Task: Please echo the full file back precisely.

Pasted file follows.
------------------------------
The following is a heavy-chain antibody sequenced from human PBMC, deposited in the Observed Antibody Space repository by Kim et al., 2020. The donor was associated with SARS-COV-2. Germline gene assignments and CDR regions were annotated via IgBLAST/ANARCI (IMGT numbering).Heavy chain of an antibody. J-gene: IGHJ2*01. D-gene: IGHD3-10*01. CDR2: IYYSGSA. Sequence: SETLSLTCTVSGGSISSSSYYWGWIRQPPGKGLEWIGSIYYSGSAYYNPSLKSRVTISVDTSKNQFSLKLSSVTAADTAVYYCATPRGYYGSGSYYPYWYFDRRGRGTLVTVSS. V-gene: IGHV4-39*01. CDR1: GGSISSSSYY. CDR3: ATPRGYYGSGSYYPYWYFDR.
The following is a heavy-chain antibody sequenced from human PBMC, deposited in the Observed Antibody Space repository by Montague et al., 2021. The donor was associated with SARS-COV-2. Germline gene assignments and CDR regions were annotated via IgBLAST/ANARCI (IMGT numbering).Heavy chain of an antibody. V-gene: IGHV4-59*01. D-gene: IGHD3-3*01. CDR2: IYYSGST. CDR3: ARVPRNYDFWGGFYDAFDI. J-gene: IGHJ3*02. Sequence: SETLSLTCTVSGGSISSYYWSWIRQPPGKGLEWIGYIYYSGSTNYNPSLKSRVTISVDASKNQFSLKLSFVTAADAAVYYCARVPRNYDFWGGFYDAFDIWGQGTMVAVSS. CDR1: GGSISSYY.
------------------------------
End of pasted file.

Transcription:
The following is a heavy-chain antibody sequenced from human PBMC, deposited in the Observed Antibody Space repository by Kim et al., 2020. The donor was associated with SARS-COV-2. Germline gene assignments and CDR regions were annotated via IgBLAST/ANARCI (IMGT numbering).Heavy chain of an antibody. J-gene: IGHJ2*01. D-gene: IGHD3-10*01. CDR2: IYYSGSA. Sequence: SETLSLTCTVSGGSISSSSYYWGWIRQPPGKGLEWIGSIYYSGSAYYNPSLKSRVTISVDTSKNQFSLKLSSVTAADTAVYYCATPRGYYGSGSYYPYWYFDRRGRGTLVTVSS. V-gene: IGHV4-39*01. CDR1: GGSISSSSYY. CDR3: ATPRGYYGSGSYYPYWYFDR.
The following is a heavy-chain antibody sequenced from human PBMC, deposited in the Observed Antibody Space repository by Montague et al., 2021. The donor was associated with SARS-COV-2. Germline gene assignments and CDR regions were annotated via IgBLAST/ANARCI (IMGT numbering).Heavy chain of an antibody. V-gene: IGHV4-59*01. D-gene: IGHD3-3*01. CDR2: IYYSGST. CDR3: ARVPRNYDFWGGFYDAFDI. J-gene: IGHJ3*02. Sequence: SETLSLTCTVSGGSISSYYWSWIRQPPGKGLEWIGYIYYSGSTNYNPSLKSRVTISVDASKNQFSLKLSFVTAADAAVYYCARVPRNYDFWGGFYDAFDIWGQGTMVAVSS. CDR1: GGSISSYY.